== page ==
ALERT | ‘Purple Drank’


‘Purple Drank’ and young people

Reports of the use of ‘PURPLE DRANK’ (also known as ‘LEAN’ or SIZZURP’) by young people

Information has been received from the Addaction services in Exeter that young people in the Honiton area are using ‘purple drank’. ‘Purple drank’ may also be known as ‘LEAN’ or Sizzurp’


What is ‘Purple Drank’?

This is a term used for a recreational drink that combines the following:

  • Liquid medications that can be purchased over the counter from a pharmacy (or via prescription and online) that contain codeine, promethazine or dextromethorphan. These may be purchased as individual medicines and mixed together.
  • Soft drinks
  • Fruit-flavoured sweets to improve taste

Codeine linctus is an opiate that can be purchased from pharmacies for the relief of dry irritating coughs.

Promethazine is a sedating antihistamine that can be purchased for short-term insomnia, allergic reactions and travel sickness.

Dextromethorphan is a cough suppressant that can be purchased for dry tickly coughs.

When these medicines are mixed together to create ‘purple drank’ users can easily lose track of how much of the active drug they have consumed as the liquid is masked by pleasant or familiar flavours from soft drinks.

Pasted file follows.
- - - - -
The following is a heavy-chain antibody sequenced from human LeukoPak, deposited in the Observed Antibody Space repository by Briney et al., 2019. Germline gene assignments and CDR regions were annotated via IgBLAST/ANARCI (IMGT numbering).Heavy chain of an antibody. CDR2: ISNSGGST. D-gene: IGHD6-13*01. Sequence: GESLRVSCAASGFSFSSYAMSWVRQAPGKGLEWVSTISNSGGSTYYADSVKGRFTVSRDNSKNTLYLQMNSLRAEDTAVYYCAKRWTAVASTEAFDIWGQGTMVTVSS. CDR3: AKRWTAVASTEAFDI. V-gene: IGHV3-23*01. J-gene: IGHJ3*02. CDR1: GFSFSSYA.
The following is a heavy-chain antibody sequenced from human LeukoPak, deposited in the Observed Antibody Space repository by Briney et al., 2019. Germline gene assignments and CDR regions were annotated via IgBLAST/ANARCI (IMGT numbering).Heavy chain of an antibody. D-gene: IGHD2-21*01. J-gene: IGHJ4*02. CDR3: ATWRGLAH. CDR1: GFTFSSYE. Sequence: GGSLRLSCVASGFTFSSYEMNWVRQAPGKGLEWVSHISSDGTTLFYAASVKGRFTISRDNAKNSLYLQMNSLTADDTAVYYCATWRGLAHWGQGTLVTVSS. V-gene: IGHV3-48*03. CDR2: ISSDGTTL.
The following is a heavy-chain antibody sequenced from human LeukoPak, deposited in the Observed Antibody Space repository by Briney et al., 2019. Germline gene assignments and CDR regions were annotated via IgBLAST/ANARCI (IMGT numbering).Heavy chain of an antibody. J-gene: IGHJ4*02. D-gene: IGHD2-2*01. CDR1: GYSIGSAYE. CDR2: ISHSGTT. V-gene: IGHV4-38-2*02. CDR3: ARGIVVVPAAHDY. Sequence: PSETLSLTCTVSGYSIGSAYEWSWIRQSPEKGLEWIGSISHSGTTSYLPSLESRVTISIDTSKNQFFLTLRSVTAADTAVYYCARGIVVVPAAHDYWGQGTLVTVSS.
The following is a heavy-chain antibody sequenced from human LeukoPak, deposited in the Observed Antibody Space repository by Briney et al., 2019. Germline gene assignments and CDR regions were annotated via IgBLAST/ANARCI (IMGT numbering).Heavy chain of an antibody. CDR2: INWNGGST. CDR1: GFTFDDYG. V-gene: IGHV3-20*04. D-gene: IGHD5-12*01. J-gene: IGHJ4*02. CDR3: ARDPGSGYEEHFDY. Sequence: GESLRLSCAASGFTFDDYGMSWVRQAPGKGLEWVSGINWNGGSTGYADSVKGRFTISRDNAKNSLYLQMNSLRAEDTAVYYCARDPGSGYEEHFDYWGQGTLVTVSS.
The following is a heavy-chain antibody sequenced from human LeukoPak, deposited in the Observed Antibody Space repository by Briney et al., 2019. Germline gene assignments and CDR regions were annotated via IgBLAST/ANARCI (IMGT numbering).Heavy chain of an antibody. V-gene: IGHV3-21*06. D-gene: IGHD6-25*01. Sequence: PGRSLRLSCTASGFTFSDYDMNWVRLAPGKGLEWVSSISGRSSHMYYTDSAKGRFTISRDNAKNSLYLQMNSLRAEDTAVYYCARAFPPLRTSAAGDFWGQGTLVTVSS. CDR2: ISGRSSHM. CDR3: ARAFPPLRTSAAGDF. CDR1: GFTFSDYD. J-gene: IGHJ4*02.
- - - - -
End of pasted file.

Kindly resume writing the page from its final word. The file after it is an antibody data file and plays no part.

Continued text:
What are the effects of taking ‘purple drank’?

These will vary depending on the contents of the drink. However, users have reported euphoric and dissociative effects.

Other effects may include:

  • constricted pupils
  • slow or slurred speech
  • uncontrolled eye movement
  • droopy eyes
  • slowed heart rate
  • drowsiness, loss of balance
  • loss of coordination
  • paleness.

The ability to drive may be also be impaired, and young people have complained of ‘memory problems’ after taking the drink.

There is a risk of overdose particularly due to the use of codeine, which may be increased when taken in combination with alcohol.



This alert is to raise awareness amongst Addaction staff for the potential of young people to report the use of Purple Drank or other mixtures.


Harm reduction advice should be offered including:

  • Risk of overdose which may be increased if taken with alcohol
  • To use this with other people and never alone
  • Reinforce that whilst these medicines can be legally sought when taken above the recommended doses the effects may be very damaging
  • Ensure that users are aware of the dangers of driving whilst under the influence of these concoctions.